Mark 7:1-8, 14-15, 21-23 â€“ The 14th Sunday of Ordinary Time â€“ for September 2, 2012
â€œâ€¦they noticed that some of his disciples were eating with defiled handsâ€¦â€ (Mark 7:2)
A long, long time ago my little kid ears heard Mom warn, â€œBefore you come to the table, donâ€™t forget to clean up.â€
After dashing to the bathroom and splashing tap water on my hands for two seconds, I was good to go!
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My wife watches me prep chicken thighs for a recipe and wonders, â€œWill you be washing your hands afterwards?â€ Behind her gentle voice and slight smile, I discern her inner thoughts:Â I donâ€™t want to die from salmonella poisoning.
I mutter, â€œOf course.â€ After squeezing a dollop of soft soap into the middle of my palm, I wring my fowl-besmirched fingers under the water, demonstrating compliance and love.
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Iâ€™ve had four knee arthroscopies, several colonoscopies, cortisone injections and surgery to repair seriously broken bones. Each time, as the physician leans over meâ€”and in several cases just before anesthesia transports me to Slumberlandâ€™s zzzzipcodeâ€”I muse, â€œHope an autoclave was used for all those sharp objects.â€
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Earlier this summer I guest-preached for a church awaiting the arrival of their new pastor. As I glanced through the bulletin before worship, a member of the congregation fussed with the communion elements. She nudged me and gestured toward the small bottle of hand sanitizer propped on the pulpit.
â€œYou can clean your hands before touching the bread.â€
She continued, â€œOne of our members insisted it be done or heâ€™d leave church.â€
Another nod. I considered humming, Theyâ€™ll Know We Are Christians By Our Love. [BTW, here’s a nice vid of this song…note the number of hands in the images!]
She continued, â€œHe left a few years ago, but we still do it.â€
Ah! From threats to tradition!
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Shortly after starting work at hospice this year, a fellow employee demonstrated the proper way to wash hands:Â lather with soap, use plenty of water and vigorously rub your hands together for as long as it takes to sing back-to-back versions of â€œHappy Birthday to You.â€ As a bonus for those of you unsure of the words for one of Americaâ€™s favorite songs, Iâ€™ve included Marilyn Monroeâ€™s memorable salute to President Kennedy on his forty-fifth birthday. No, no, donâ€™t thank me. Just slop soap on your hands, turn on the tap and watch Ms. Monroe serenade the leader of the free world . . . twice.
After that, youâ€™ll be . . . good to go!
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A long, long time ago several Pharisees and scribes scrutinized Jesusâ€™ disciples chow down with defiled hands (Mark 7:1ff). According to Jewish strictures, Jesusâ€™ ragtag band of followers hadnâ€™t properly washed their hands. Dirty disciples! Public defilers!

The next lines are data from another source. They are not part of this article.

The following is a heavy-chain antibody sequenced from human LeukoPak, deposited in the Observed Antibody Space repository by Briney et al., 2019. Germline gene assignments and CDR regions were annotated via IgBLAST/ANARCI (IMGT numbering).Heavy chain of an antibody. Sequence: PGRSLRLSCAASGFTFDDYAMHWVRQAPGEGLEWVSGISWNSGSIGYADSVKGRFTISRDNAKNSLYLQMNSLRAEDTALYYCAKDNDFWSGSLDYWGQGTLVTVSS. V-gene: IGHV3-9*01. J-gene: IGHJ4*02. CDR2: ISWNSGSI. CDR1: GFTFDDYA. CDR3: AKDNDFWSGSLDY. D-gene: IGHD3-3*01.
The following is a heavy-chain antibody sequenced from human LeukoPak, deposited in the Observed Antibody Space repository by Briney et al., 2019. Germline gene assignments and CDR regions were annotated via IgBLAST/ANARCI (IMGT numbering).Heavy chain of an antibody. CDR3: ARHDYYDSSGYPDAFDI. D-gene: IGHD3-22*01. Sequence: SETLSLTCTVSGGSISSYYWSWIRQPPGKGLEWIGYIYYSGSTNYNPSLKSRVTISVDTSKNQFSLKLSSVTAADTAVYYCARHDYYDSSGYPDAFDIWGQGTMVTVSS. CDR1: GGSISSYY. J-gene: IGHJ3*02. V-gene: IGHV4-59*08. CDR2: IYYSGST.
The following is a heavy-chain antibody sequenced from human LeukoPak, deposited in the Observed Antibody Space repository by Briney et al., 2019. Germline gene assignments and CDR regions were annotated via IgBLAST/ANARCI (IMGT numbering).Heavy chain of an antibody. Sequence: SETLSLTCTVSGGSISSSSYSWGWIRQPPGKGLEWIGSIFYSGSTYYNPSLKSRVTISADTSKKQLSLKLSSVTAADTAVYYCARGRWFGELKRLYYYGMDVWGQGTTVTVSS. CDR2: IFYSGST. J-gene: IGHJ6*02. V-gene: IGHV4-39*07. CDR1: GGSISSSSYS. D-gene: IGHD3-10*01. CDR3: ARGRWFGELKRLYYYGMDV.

They were not good to go.
Jesus famously retorted, â€œThere is nothing outside a person that by going in can defile, but the things that come out are what defile . . .â€
We cheer Jesus! Nothing like knocking those hypocritical Pharisees and straight-laced scribes down a peg or two!
Really? Whatâ€™d year zero Jesus know about bacteria, viruses, germs and other invisible-to-the-eye nasties? The Prince of Peace obviously hadnâ€™t watched Steven Soderberghâ€™s 2011 documentary-like disaster flick, Contagion. I mean, come on Jesus, you gotta watch who you touch with defiled hands or the world will have a whole lot fewer Gwyneth Paltrows.
Would I want Jesusâ€™ admonition guiding the surgeon who operated on my cranky knees? Earlier this year I chatted with a nurse responsible for sterilizing surgical instruments at a local hospital. Frankly, I hope conscientious people are using sophisticated autoclaves to â€œsteam cleanâ€ the surgical tools used during a procedure. Iâ€™ve been struggling with carpal tunnel syndrome and have had several cortisone shots to relieve pain. Before the fourth injection in two years, I asked my doctor how safe cortisone was for the body. He rattled off statistics from studies indicating a higher risk from a â€œbadâ€ needle causing an infection than from any problem cortisone might create. Please clean your hands . . . and your needles!
So Iâ€™m thinking . . . maybe sometimes Iâ€™ll just ignore what Jesus said back there in those pre-scientific times, back there when diseases were rampant and people thought God or the gods punished mortals with lightning strikes, leprosy or well . . . pick your poison!
And yet, while vigorously rubbing my hands together, humming Happy Birthday, I conjure anguished moments with folks encountered during my ministry. Sometimes I visited in an emergency room or living room . . . sometimes I listened to a friend share about their dysfunctional family* . . . sometimes I chatted with a church member in the supermarket aisles. Instead of a virus, they revealed a verb (or adjective or noun) that harmed them. How much we create dis-ease when we defile each other with hurtful, spiteful and cruel comments.
As much as Iâ€™m glad to live during a time of autoclaves and disinfectants, todayâ€™s struggles are no different from what Jesusâ€™ first-century followers experienced. Hand sanitizers canâ€™t fix a broken soul, renew a ruined dream, mend a crippling lie. But honest words and a humble way can reduce dis-ease.
*… â€œI have long thought that the phrase dysfunctional family is redundant. Family life tends to be messy.â€ I chuckled when I recently read those sentences in Dr. Ira Byockâ€™s The Four Things That Matter Most.